Page author: David Giblin
Euclidium syriacum
euclidium, Syrian mustard

Distribution: Occurring east of the Cascades crest in Washington; Washington to California, east to the Rocky Mountains, also along the coast in northeastern U.S.

Habitat: Fields, roadsides, and other disturbed areas.

Flowers: May-June

Origin: Introduced from Eurasia

Growth Duration: Annual, Biennial

Conservation Status: Not of concern

Pollination: Bees, flies, butterflies


Freely-branched annual, strongly pubescent with forked hairs, the stem 1-4 dm. tall.


Leaves all cauline, alternate, short-petiolate, oblong-oblanceolate, 2-5 cm. long, remotely dentate.


Flowers sub-sessile in open, spike-like racemes; pedicles stout, 1 mm. long; sepals 4, not saccate; petals 4, white, spatulate, 1 mm. long, rounded or very shallowly notched; stamens 6; style stout, beaklike, nearly as long as the silicle.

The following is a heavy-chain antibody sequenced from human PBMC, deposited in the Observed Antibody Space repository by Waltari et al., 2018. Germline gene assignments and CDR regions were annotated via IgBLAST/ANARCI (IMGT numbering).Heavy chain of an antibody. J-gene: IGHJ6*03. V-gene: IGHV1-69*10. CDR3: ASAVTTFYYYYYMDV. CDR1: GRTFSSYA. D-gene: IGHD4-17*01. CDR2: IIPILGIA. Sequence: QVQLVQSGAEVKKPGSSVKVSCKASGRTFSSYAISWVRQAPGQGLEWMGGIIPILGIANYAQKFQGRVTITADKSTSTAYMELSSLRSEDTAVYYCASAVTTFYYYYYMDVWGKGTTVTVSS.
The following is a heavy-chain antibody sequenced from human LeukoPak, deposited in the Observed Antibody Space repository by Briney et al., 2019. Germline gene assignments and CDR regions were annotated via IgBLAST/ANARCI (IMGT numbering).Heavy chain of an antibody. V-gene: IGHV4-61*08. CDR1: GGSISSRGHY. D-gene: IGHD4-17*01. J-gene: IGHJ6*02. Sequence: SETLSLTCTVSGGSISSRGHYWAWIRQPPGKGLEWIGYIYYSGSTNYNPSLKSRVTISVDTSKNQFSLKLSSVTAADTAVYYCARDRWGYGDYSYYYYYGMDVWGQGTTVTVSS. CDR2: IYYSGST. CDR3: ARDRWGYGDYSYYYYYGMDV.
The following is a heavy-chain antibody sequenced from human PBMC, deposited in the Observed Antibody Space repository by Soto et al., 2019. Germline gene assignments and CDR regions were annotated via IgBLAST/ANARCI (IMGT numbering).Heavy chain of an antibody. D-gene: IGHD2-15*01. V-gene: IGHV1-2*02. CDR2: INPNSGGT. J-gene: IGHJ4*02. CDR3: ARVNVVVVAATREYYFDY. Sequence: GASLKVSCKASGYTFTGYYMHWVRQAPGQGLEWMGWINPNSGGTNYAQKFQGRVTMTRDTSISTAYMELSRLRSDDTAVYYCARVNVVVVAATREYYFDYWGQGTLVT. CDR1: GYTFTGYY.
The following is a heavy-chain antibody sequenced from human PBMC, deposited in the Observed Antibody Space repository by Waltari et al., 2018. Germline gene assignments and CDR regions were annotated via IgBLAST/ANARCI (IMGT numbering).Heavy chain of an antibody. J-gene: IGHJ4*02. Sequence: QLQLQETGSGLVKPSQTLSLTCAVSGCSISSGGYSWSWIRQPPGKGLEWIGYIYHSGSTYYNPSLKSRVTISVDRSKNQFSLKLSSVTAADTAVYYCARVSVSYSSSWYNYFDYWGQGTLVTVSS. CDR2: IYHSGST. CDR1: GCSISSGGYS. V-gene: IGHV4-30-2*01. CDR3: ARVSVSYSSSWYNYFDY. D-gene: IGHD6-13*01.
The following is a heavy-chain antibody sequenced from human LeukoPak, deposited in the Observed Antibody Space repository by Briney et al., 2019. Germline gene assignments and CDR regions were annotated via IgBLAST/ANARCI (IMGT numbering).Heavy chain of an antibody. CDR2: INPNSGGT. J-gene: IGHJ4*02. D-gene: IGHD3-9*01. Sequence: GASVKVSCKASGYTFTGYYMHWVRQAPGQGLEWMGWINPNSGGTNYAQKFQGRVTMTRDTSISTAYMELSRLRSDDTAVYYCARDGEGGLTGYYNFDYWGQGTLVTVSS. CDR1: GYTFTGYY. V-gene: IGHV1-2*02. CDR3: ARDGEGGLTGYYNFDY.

Silicles obovoid, 2-3 mm. long, covered with pungent hairs.

Accepted Name:
Euclidium syriacum (L.) W.T. Aiton
Publication: Hortus Kew. 4: 74. 1812.

Synonyms & Misapplications:
Anastatica syriaca L.
Bunias syriaca (L.) M. Bieb.
Additional Resources:

PNW Herbaria: Specimen records of Euclidium syriacum in the Consortium of Pacific Northwest Herbaria database

WA Flora Checklist: Euclidium syriacum checklist entry

OregonFlora: Euclidium syriacum information

E-Flora BC: Euclidium syriacum atlas page

CalPhotos: Euclidium syriacum photos

17 photographs:
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